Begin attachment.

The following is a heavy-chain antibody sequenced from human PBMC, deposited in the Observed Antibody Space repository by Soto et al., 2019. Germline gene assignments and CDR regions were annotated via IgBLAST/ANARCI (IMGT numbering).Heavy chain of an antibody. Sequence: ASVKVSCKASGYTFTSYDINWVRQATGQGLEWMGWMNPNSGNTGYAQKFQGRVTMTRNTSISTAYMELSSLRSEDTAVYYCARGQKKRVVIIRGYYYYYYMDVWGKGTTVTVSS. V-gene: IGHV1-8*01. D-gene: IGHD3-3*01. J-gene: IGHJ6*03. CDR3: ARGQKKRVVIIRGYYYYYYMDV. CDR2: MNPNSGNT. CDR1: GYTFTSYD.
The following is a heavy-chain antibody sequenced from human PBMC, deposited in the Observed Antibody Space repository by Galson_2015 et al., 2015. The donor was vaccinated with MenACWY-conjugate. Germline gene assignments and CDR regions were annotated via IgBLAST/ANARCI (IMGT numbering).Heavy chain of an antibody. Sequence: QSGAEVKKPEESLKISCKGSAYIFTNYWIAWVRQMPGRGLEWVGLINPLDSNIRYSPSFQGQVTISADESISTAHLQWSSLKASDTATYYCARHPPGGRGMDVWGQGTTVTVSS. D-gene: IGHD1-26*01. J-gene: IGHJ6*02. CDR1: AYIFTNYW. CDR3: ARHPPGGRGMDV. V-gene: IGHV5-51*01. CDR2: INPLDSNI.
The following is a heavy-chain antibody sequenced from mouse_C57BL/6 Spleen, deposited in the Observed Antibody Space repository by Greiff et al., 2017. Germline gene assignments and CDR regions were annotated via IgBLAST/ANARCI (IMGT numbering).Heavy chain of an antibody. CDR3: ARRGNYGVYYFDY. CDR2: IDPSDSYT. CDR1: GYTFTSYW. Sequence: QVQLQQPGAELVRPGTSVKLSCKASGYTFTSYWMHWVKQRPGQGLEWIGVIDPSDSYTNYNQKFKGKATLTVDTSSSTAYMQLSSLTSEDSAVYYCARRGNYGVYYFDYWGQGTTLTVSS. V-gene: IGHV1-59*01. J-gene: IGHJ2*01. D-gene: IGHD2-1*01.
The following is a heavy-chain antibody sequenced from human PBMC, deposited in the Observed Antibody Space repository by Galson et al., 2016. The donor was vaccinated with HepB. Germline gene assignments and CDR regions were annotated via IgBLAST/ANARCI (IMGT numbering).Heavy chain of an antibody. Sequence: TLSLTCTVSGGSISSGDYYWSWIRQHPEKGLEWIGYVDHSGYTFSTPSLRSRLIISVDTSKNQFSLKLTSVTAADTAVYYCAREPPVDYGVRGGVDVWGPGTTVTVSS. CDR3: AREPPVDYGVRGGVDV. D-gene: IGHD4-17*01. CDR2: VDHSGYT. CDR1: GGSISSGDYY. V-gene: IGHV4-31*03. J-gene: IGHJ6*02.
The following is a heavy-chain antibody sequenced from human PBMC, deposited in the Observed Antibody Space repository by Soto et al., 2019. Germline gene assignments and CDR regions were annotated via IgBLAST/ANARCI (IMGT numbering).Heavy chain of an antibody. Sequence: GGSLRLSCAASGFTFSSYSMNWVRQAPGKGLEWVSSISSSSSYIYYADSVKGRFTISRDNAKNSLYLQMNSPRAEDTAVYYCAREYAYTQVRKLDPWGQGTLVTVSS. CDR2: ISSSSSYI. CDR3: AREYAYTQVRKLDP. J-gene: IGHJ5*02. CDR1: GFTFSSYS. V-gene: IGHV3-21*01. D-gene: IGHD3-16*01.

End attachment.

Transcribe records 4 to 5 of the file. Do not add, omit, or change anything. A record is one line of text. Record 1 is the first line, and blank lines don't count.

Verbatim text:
The following is a heavy-chain antibody sequenced from human PBMC, deposited in the Observed Antibody Space repository by Galson et al., 2016. The donor was vaccinated with HepB. Germline gene assignments and CDR regions were annotated via IgBLAST/ANARCI (IMGT numbering).Heavy chain of an antibody. Sequence: TLSLTCTVSGGSISSGDYYWSWIRQHPEKGLEWIGYVDHSGYTFSTPSLRSRLIISVDTSKNQFSLKLTSVTAADTAVYYCAREPPVDYGVRGGVDVWGPGTTVTVSS. CDR3: AREPPVDYGVRGGVDV. D-gene: IGHD4-17*01. CDR2: VDHSGYT. CDR1: GGSISSGDYY. V-gene: IGHV4-31*03. J-gene: IGHJ6*02.
The following is a heavy-chain antibody sequenced from human PBMC, deposited in the Observed Antibody Space repository by Soto et al., 2019. Germline gene assignments and CDR regions were annotated via IgBLAST/ANARCI (IMGT numbering).Heavy chain of an antibody. Sequence: GGSLRLSCAASGFTFSSYSMNWVRQAPGKGLEWVSSISSSSSYIYYADSVKGRFTISRDNAKNSLYLQMNSPRAEDTAVYYCAREYAYTQVRKLDPWGQGTLVTVSS. CDR2: ISSSSSYI. CDR3: AREYAYTQVRKLDP. J-gene: IGHJ5*02. CDR1: GFTFSSYS. V-gene: IGHV3-21*01. D-gene: IGHD3-16*01.